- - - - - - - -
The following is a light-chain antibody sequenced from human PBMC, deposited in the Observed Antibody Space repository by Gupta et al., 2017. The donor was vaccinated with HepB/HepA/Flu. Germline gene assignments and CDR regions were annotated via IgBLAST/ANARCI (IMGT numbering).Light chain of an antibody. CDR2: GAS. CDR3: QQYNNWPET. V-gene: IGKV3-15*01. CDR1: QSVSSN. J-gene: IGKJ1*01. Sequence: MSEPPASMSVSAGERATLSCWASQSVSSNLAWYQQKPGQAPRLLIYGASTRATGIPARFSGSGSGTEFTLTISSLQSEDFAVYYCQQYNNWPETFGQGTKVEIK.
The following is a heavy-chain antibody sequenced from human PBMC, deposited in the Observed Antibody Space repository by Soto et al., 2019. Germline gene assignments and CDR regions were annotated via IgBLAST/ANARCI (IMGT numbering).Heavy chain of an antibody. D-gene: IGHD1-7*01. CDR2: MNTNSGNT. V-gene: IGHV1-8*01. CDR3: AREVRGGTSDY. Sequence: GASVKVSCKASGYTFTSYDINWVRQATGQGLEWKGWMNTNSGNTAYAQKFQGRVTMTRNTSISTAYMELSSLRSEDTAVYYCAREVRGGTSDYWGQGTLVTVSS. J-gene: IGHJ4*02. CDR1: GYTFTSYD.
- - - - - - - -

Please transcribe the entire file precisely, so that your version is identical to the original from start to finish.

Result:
The following is a light-chain antibody sequenced from human PBMC, deposited in the Observed Antibody Space repository by Gupta et al., 2017. The donor was vaccinated with HepB/HepA/Flu. Germline gene assignments and CDR regions were annotated via IgBLAST/ANARCI (IMGT numbering).Light chain of an antibody. CDR2: GAS. CDR3: QQYNNWPET. V-gene: IGKV3-15*01. CDR1: QSVSSN. J-gene: IGKJ1*01. Sequence: MSEPPASMSVSAGERATLSCWASQSVSSNLAWYQQKPGQAPRLLIYGASTRATGIPARFSGSGSGTEFTLTISSLQSEDFAVYYCQQYNNWPETFGQGTKVEIK.
The following is a heavy-chain antibody sequenced from human PBMC, deposited in the Observed Antibody Space repository by Soto et al., 2019. Germline gene assignments and CDR regions were annotated via IgBLAST/ANARCI (IMGT numbering).Heavy chain of an antibody. D-gene: IGHD1-7*01. CDR2: MNTNSGNT. V-gene: IGHV1-8*01. CDR3: AREVRGGTSDY. Sequence: GASVKVSCKASGYTFTSYDINWVRQATGQGLEWKGWMNTNSGNTAYAQKFQGRVTMTRNTSISTAYMELSSLRSEDTAVYYCAREVRGGTSDYWGQGTLVTVSS. J-gene: IGHJ4*02. CDR1: GYTFTSYD.